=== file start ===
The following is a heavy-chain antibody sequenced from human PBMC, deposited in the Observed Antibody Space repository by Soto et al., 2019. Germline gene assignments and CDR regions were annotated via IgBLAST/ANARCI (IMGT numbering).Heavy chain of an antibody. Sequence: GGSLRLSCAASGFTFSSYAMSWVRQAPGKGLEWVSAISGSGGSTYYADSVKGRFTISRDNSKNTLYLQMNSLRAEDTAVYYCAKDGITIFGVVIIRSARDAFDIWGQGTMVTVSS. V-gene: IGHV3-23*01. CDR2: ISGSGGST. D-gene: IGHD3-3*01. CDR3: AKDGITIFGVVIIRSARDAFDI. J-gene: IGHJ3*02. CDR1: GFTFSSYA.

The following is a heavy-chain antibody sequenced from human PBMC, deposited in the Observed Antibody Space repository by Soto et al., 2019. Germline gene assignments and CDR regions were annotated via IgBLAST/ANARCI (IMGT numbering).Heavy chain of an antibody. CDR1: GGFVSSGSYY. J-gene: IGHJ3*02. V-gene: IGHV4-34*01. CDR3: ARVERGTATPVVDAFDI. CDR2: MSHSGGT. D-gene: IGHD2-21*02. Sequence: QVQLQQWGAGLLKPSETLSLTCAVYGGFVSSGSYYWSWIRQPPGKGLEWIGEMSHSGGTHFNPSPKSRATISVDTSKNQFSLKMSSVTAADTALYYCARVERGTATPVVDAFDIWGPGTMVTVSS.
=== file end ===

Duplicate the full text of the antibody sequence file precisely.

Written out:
The following is a heavy-chain antibody sequenced from human PBMC, deposited in the Observed Antibody Space repository by Soto et al., 2019. Germline gene assignments and CDR regions were annotated via IgBLAST/ANARCI (IMGT numbering).Heavy chain of an antibody. Sequence: GGSLRLSCAASGFTFSSYAMSWVRQAPGKGLEWVSAISGSGGSTYYADSVKGRFTISRDNSKNTLYLQMNSLRAEDTAVYYCAKDGITIFGVVIIRSARDAFDIWGQGTMVTVSS. V-gene: IGHV3-23*01. CDR2: ISGSGGST. D-gene: IGHD3-3*01. CDR3: AKDGITIFGVVIIRSARDAFDI. J-gene: IGHJ3*02. CDR1: GFTFSSYA.

The following is a heavy-chain antibody sequenced from human PBMC, deposited in the Observed Antibody Space repository by Soto et al., 2019. Germline gene assignments and CDR regions were annotated via IgBLAST/ANARCI (IMGT numbering).Heavy chain of an antibody. CDR1: GGFVSSGSYY. J-gene: IGHJ3*02. V-gene: IGHV4-34*01. CDR3: ARVERGTATPVVDAFDI. CDR2: MSHSGGT. D-gene: IGHD2-21*02. Sequence: QVQLQQWGAGLLKPSETLSLTCAVYGGFVSSGSYYWSWIRQPPGKGLEWIGEMSHSGGTHFNPSPKSRATISVDTSKNQFSLKMSSVTAADTALYYCARVERGTATPVVDAFDIWGPGTMVTVSS.